As a little guy growing up with black and white television in Pittsburgh, I always thought the greatest thing on TV was professional wrestling. Today, as an old guy, I believe the greatest thing on TV is still professional wrestling.
I know all the news that I get — like Archie Bunker — comes from the National Enquirer, and the only real sport left is professional wrestling.
As a highlight of my life, as a young boy, disc jockey and a professional wrestling fan, I reached out to then local professional wrestling promoter the late Gene Reed, to see if I could get any professional wrestlers to appear on my show when they were in town.
I was the mid-day guy at the now defunct KAAT radio and hosted a mid-day show from the Yum-Yum Tree, a big barn like affair with restaurants inside, and lo and behold I got to interview the man I later found out owned the whole wrestling company, the late, great Verne Gagne. At that point, I could have died happy. You see, I was then officially called a “mark.” Wait, but what is a mark you ask? A mark is a person who believes professional wrestling matches are real. Some historians believe that the term dates back to a carnival term, when carnies would put chalk marks on a guy’s back so he was marked. And others would call a mark, a sucker. Other people believe it’s called hitting the mark which is a scam aimed at a sucker. And when it works, they hit the mark.
It’s the term that pro wrestlers and promoters use for people who buy tickets. Remember, these people are not considered fans or followers, they are simply marks. The wrestlers are only concerned with being paid, smirk at the marks, and when I finally got to do my first job as a ring announcer at Denver’s old Auditorium Arena, a couple of the guys and Verne “smartened me up.” Now I was on the inside and no longer a mark.
What strikes me now is how many people are marking for Barak Obama, George W. Bush, John Hickenlooper, Michael Hancock, The Denver Post, local news stations, and any politician that they think cares about them or their families.
Pro wrestling has two principal terms, one is called a “work” and the other is called a “shoot.” A shoot is real and everything else is a work. I am beginning to believe that Donald Trump became our president in a shoot and everything else is a work. Hancock’s and Hickenlooper’s Road Home is a work, George Bush’s war in Iraq was the biggest work of all time. Barak Obama’s life story is a total work. Are you starting to see the idea?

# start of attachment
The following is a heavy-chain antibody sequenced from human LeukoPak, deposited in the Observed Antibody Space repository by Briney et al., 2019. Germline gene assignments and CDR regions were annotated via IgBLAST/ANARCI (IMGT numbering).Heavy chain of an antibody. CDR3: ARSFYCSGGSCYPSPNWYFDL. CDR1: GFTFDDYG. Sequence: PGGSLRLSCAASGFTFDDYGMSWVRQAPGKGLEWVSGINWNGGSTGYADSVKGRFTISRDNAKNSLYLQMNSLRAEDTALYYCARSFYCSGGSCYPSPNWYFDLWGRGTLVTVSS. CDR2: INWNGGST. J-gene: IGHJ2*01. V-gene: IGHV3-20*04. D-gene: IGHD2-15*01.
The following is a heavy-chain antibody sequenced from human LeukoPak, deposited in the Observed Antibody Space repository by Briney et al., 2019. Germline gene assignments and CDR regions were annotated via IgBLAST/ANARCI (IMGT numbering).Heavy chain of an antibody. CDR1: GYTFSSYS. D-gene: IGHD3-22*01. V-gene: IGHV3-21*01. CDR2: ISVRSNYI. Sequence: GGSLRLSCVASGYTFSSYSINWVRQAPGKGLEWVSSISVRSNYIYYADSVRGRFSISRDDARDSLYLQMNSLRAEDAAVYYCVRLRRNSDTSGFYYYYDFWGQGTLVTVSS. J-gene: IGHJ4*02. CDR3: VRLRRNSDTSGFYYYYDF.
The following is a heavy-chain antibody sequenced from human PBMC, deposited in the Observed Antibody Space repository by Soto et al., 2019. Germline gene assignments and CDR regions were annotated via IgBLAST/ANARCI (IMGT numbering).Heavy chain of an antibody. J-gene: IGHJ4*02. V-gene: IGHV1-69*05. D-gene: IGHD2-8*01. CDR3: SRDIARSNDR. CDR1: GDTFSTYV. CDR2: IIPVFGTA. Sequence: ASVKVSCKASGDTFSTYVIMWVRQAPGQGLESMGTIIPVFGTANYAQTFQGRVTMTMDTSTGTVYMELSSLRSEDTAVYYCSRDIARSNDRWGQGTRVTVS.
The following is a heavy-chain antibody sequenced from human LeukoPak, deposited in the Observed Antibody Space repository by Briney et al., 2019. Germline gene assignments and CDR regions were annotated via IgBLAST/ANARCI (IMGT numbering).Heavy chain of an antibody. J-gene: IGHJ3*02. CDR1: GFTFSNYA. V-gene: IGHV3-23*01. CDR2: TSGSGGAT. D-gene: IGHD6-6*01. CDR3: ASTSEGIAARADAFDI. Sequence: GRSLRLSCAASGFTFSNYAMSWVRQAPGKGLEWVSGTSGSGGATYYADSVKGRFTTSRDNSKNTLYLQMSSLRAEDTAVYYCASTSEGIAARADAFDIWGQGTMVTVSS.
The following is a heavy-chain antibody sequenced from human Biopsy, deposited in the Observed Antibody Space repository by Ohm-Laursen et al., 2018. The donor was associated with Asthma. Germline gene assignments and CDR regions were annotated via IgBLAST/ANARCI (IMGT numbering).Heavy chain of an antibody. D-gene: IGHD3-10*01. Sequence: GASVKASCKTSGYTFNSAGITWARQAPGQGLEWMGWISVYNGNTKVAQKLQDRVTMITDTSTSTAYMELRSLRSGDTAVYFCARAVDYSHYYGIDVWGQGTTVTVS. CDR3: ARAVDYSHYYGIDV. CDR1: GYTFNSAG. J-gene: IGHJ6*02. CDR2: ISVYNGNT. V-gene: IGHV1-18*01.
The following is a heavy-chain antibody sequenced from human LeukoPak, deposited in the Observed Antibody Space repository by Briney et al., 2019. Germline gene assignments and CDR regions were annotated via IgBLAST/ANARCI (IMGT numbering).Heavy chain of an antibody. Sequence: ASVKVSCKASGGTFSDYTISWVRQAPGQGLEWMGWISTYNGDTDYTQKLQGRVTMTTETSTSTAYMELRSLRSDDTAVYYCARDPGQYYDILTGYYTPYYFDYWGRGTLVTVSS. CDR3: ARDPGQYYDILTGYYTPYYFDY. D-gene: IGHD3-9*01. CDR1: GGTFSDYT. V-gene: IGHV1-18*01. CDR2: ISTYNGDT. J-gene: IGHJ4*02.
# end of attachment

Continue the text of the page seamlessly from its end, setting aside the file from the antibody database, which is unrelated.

Sometimes the “boys” (what wrestlers call each other) use the term “smarks,” which is even more derogatory because they can point at you and call you that and you have no idea they are marking you. Another great pro wrestling term is called “selling.” Selling is to act as though you have been on the receiving end of a real fighting maneuver. The Denver Post leads the league. They have been selling for all of the above for so long they have no idea where real ends and work begins. Another term is called a “squash,” a huge mismatch where some heel (bad guy) takes some little face (good guy) and beats him up on TV. Everybody is selling, everybody is marking and no one is shooting. Now you understand the Train to the Plane. Another great term from the business, is called “switch the heat” or “pass the blame.”
And last, but not least, you have “workers” and a term called “work rate.” Those are both positive terms. It’s the pace of a match and the skill level of the wrestler. Ask yourself for real, how many real workers are in Front Range media and politics? I leave you with one more term that I was told about, it was the greatest definition for a wrestling match I had ever heard. It’s called a “Broadway.” It’s one hour long, everybody works very hard and it ends up a draw and they are rare and far between. We haven’t seen a full Broadway in this city for a long ass time. Andre the Giant was not 7’4”. But what the hell. Michael Hancock never bought a hooker. Ring the bell.